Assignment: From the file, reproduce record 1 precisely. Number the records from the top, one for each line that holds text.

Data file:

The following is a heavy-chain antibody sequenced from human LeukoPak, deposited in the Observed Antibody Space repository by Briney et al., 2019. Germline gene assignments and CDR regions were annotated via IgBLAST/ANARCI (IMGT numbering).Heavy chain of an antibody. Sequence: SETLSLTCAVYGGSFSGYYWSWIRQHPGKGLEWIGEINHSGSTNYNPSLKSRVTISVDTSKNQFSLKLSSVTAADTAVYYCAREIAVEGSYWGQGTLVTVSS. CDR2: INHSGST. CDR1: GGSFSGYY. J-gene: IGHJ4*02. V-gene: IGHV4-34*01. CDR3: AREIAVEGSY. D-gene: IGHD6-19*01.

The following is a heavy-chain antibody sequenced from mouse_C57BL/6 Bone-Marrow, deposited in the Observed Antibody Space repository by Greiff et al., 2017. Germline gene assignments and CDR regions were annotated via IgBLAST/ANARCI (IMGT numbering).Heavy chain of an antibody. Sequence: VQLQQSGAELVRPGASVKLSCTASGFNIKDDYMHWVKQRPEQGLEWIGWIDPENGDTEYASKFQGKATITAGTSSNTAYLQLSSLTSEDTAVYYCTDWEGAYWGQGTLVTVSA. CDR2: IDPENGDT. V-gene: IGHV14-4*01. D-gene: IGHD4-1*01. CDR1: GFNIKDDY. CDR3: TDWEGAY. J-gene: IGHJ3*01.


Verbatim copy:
The following is a heavy-chain antibody sequenced from human LeukoPak, deposited in the Observed Antibody Space repository by Briney et al., 2019. Germline gene assignments and CDR regions were annotated via IgBLAST/ANARCI (IMGT numbering).Heavy chain of an antibody. Sequence: SETLSLTCAVYGGSFSGYYWSWIRQHPGKGLEWIGEINHSGSTNYNPSLKSRVTISVDTSKNQFSLKLSSVTAADTAVYYCAREIAVEGSYWGQGTLVTVSS. CDR2: INHSGST. CDR1: GGSFSGYY. J-gene: IGHJ4*02. V-gene: IGHV4-34*01. CDR3: AREIAVEGSY. D-gene: IGHD6-19*01.